Phasing in automatic braking for cars
In this frame grab from video provided by the Insurance Institute for Highway Safety (IIHS), taken in 2015, a vehicle closes in on a Strikeable Surrogate Vehicle (SSV) at the IIHS Vehicle Research Center in Ruckersville, Va. Federal regulators and the auto industry are taking a more lenient approach than safety advocates would like to phasing in automatic braking systems for passenger cars, according to the official records of their closed-door negotiations. Systems that automatically apply brakes to prevent or mitigate collisions, rather than waiting for the driver to act, are the most important safety technology available today that’s not already required in cars. (Insurance Institute for Highway Safety via AP)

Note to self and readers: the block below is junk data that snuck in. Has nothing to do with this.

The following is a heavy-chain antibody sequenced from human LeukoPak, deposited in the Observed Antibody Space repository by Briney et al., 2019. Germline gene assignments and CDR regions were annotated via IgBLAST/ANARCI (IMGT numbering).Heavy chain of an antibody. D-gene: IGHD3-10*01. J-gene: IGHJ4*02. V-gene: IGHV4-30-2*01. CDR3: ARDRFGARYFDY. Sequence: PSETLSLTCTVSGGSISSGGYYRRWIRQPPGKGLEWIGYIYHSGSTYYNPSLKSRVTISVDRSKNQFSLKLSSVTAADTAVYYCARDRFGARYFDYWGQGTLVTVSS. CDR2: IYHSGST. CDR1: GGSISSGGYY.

Official records of closed-door negotiations show that federal regulators and the auto industry are taking a more lenient approach than safety advocates would like in phasing in automatic braking for passenger cars.
That technology automatically applies the brakes to prevent or mitigate collisions, rather than waiting for the driver to act.
It's considered the most important safety technology available today that's not already required.
Federal safety officials say the technology should be standard in all new cars. But rather than issue regulations, the government is seeking automakers' voluntary agreement.
But safety advocates say voluntary agreements aren't enforceable, and it may take longer to get the technology into vehicles than if the government had mandated it.
- Editor:Justine | Source: The Associated Press
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